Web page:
The top European Union spokesman in Bridgetown and the Eastern Caribbean is cautioning Barbados and other regional states that if they expect to receive any funding, they must ensure transparency and accountability in their operations.
The warning, which was issued by the Delegate of the European Union (EU) Mikael Barfod, came during the launch of the Bridgetown-based Caribbean Centre for Renewable Energy and Energy Efficiency (CCREEE) at the Lloyd Erskine Sandiford Centre.
Barfod told the gathering of local and regional dignitaries, including Prime Minister Freundel Stuart, that while the EU had already allocated one billion Euros to Caribbean energy projects for 2014 to 2020, the CCREEE must be reminded of the need for proper governance in order to attract specific assistance from the Europeans.
“If development partner support is to be attracted to the Centre, and or its projects, they need to be assured that transparency, accountability and a relationship of mutual respect and trust exists throughout all processes,” the EU ambassador said.
Barfod is therefore proposing a semi-autonomous and flexible management structure with a limited board.
He is of the view that it could have members allocated for limited time and with adequate representation from the private sector and civil society.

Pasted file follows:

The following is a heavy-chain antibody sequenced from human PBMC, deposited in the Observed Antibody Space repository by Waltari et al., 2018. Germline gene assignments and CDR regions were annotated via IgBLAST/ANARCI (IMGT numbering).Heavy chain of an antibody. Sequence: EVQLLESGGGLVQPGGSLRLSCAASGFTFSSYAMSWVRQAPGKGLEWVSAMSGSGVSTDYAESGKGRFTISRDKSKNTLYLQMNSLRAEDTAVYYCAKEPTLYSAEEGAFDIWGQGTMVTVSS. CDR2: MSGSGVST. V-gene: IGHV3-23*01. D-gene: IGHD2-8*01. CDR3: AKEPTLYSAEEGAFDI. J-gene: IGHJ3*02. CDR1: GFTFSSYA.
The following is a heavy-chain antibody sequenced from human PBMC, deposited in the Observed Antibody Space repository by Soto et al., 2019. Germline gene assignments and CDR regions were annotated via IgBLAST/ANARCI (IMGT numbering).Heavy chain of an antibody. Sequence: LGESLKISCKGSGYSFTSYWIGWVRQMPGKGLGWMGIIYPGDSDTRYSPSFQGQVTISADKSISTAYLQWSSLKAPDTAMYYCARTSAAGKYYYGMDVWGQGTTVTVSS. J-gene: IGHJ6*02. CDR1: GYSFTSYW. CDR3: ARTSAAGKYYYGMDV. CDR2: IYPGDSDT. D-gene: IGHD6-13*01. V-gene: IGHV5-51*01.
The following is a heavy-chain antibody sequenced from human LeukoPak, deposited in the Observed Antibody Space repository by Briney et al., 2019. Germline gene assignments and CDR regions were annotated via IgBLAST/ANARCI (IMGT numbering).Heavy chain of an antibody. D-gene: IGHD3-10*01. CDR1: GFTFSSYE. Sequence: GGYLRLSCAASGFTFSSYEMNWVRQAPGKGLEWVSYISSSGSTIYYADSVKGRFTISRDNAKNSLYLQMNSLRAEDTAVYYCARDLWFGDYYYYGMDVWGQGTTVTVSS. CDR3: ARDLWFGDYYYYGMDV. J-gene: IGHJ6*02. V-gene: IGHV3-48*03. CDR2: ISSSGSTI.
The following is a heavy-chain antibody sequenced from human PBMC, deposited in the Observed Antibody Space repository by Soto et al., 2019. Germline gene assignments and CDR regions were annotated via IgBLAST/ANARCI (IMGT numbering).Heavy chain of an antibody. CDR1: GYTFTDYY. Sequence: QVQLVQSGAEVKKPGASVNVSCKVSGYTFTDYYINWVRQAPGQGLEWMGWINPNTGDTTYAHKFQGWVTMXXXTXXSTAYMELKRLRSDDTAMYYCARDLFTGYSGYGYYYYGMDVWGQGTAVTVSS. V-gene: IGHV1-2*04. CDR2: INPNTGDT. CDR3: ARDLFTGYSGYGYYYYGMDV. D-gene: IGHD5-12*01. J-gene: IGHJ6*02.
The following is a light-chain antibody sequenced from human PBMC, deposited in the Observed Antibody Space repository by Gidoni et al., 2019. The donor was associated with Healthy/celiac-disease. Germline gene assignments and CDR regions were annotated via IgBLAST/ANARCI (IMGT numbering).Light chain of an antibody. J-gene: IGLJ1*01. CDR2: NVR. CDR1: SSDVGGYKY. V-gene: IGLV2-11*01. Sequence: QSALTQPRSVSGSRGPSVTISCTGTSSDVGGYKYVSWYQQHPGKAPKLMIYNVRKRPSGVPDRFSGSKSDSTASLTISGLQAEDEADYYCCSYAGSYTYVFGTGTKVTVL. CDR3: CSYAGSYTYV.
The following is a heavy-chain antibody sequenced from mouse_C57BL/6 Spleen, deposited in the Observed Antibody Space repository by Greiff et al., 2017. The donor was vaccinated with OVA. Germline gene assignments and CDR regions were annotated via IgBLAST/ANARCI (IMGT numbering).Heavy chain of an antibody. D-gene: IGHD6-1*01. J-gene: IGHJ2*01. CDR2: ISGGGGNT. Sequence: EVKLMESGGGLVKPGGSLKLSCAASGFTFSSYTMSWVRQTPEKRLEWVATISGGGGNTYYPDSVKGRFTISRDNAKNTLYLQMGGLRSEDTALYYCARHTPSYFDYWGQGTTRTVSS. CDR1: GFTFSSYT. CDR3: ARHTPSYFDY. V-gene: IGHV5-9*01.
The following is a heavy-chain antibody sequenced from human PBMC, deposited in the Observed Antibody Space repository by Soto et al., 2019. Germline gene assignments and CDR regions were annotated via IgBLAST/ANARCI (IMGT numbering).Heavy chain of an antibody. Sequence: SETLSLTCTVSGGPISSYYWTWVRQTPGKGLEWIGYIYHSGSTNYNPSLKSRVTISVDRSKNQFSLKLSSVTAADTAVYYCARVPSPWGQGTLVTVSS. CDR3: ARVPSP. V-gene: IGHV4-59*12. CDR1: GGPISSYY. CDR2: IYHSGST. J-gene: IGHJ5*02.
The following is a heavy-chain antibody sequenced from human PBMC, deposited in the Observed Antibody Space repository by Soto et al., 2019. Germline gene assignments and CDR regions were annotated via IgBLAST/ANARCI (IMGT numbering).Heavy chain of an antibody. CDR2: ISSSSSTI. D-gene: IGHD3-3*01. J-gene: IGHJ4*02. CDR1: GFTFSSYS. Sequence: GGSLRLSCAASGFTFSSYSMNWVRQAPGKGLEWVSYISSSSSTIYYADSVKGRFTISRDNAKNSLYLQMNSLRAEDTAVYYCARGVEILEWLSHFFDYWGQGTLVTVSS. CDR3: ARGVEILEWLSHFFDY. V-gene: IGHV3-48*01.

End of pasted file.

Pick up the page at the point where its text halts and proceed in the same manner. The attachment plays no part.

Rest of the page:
“We believe it is prudent that the Centre’s leadership, both in the interim and long-term, seeks to be as strategic as possible in establishing critical alliances.
“The need for a lean, mean Centre, which strategically fits into the existing Caribbean energy architecture, cannot be overly emphasized,” Barfod stressed.
The EU ambassador was at pains to point out that no one in the region wants, or can afford, a centre, which, within the next five years, becomes another financial burden on the heavily indebted countries of the Caribbean.
“Hence, the advice from day one is to keep the Centre lean and focused.
“We see the Caribbean Centre for Renewable Energy developing into a regional coordination and support entity that considers specific characteristics of individual territories and provides solutions that maximize individual and regional strengths while reducing individual and collective vulnerabilities.”
He noted that one of the barriers that need to be removed to allow the region to take full advantage of the renewable energy and energy efficiency potential, was the lack of Caribbean technical coordination and implementation.
“The Centre offers an opportunity to deal with this technical barrier. However, it should not be believed that the Centre could do this on its own steam. The development of energy specialists which cover the full spectrum of renewable energy and energy efficiency issues, need to be nurtured – at all levels,” contended Ambassador Barfod.